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Data from: No apparent cost of evolved immune response in Drosophila melanogaster


Vanika, Gupta et al. (2016), Data from: No apparent cost of evolved immune response in Drosophila melanogaster, Dryad, Dataset,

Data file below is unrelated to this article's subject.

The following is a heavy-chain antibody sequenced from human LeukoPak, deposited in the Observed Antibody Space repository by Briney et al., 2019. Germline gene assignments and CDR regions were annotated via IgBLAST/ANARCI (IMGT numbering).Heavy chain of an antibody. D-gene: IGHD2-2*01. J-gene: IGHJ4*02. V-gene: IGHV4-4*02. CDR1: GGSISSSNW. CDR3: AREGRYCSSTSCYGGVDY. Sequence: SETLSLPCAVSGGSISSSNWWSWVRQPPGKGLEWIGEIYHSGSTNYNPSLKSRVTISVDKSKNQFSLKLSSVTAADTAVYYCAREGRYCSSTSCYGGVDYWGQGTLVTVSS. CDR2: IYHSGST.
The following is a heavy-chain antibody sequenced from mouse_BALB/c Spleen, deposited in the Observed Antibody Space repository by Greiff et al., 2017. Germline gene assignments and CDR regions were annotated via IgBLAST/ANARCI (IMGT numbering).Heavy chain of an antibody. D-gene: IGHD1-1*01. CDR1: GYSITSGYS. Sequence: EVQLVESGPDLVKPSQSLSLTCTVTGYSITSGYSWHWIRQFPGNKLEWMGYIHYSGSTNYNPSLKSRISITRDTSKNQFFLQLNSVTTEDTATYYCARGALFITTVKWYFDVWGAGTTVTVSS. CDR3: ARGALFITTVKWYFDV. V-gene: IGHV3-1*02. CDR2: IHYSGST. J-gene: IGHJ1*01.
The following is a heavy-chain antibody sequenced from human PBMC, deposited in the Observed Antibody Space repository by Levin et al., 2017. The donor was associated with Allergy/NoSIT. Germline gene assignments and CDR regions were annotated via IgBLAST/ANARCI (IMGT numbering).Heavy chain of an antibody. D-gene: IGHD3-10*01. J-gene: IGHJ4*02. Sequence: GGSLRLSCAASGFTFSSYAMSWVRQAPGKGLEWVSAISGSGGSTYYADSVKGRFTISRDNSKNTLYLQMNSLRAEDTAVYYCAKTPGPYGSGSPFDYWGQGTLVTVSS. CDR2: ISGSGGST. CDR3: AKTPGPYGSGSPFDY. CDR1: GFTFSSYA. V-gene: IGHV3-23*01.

Maintenance and deployment of the immune system are costly and are hence predicted to trade-off with other resource demanding traits, such as reproduction. We subjected this long standing idea to test using laboratory experimental evolution approach. In the present study, replicate populations of Drosophila melanogaster were subjected to three selection regimes – I (Infection with Pseudomonas entomophila), S (Sham-infection with MgSO4) and U (Unhandled Control). After 30 generations of selection flies from the I-regime had evolved better survivorship upon infection with P. entomophila compared to flies from U and S regimes. However, contrary to expectations and previous reports, we did not find any evidence of trade-offs between immunity and other life-history related traits, such as longevity, fecundity, egg hatchability or development time. After 45 generations of selection, the selection was relaxed for a set of populations. Even after 15 generations, the post-infection survivorship of populations under relaxed selection regime did not decline. We speculate that either there is a negligible cost to the evolved immune response or that trade-offs occur on traits like reproductive behaviour or other immune mechanisms that we have not investigated in this study. Our research suggests that at least under certain conditions, life-history trade-offs might play little role in maintaining variation in immunity.

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